Right now, the cycle in which films go from theaters to home video is a pretty healthy one, with about a three-to-four month gap between the two – sometimes longer, like with blockbuster films Marvel’s Avengers: Age of Ultron and Furious 7, which won’t debut until at least September.

However, a new pact could shorten that window significantly, if it goes into a full-on practice. The Hollywood Reporter recently posted a story that noted a pairing between Paramount Pictures and AMC Theaters to make two upcoming films available digitally just 17 days after their original theatrical run. That’s not to say we’ll be seeing Mission Impossible: Rogue Nation on our screens by August, though, as the deal only pertains to two smaller films from the studio.

Paranormal Activity: The Ghost Dimension and Scout’s Guide to the Zombie Apocalypse are the two films in question, and users will be able to check these films out at home just two weeks over when they conclude their theatrical run at the chains, according to the deal. Canadian chain Cineplex is also taking part as well, with a deal to show the films at its locations before they head home.

With this deal, a Hollywood studio would have less frustration with organizing a home release for a film. As stated above, the usual practice requires a three-to-four month wait before a film can be released on home video. Could this change things in the long run Only time will tell.

“Exhibition for the first time was open-minded about evolving our business instead of sticking their heads in the sand and ignoring what is happening around us,” said Paramount vice chair Rob Moore, speaking with the Reporter. “This is all about changing the definition of theatrical windows. Instead of starting the countdown from when a movie opens, we are starting from when it ends.”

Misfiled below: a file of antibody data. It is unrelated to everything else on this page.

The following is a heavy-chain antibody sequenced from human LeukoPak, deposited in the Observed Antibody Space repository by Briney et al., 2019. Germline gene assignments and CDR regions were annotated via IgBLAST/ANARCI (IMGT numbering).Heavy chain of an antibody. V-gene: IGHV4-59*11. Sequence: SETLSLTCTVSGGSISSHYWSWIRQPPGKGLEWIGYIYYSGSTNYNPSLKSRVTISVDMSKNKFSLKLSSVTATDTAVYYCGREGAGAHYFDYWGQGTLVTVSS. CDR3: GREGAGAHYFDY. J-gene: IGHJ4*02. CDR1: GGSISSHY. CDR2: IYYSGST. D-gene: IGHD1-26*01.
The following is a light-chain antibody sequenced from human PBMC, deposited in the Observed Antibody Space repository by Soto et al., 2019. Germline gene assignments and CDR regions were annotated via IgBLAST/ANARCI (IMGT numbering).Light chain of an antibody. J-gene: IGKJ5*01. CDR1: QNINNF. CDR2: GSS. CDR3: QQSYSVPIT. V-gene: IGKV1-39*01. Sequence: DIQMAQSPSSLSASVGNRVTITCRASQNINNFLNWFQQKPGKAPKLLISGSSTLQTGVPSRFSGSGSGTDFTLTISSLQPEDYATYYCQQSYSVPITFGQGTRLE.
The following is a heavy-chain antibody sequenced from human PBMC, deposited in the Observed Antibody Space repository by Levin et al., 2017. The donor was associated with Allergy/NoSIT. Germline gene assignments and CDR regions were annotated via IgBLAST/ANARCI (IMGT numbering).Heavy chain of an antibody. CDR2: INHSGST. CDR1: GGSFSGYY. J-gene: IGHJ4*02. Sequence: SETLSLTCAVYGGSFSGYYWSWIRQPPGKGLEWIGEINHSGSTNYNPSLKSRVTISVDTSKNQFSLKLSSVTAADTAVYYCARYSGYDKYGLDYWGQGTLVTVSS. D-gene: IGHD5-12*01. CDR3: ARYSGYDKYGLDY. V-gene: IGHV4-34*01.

Only the two movie chains are on board at the moment, and, again, this won’t apply to bigger releases, like Rogue Nation, which opens at the end of the month.

AMC CEO and president Gerry Lopez added, “Consumers know theatrical movies from their ‘gotta see it now’ exclusive releases in theaters, but every movie is different, and a one-size-fits-all business model has never made sense. This model aligns the interests of consumers, filmmakers and exhibitors to maximize the theatrical experience first and then enable legitimate digital access.”

Keep in mind, though, that some independent studios have already taken the video-on-demand route for most of their films. Samuel L. Jackson’s action/thriller Big Game, for instance, is making the rounds on channels like iTunes and other on-demand services, along with a limited theatrical release. It seems to be a fairly good business practice – at least, for smaller films.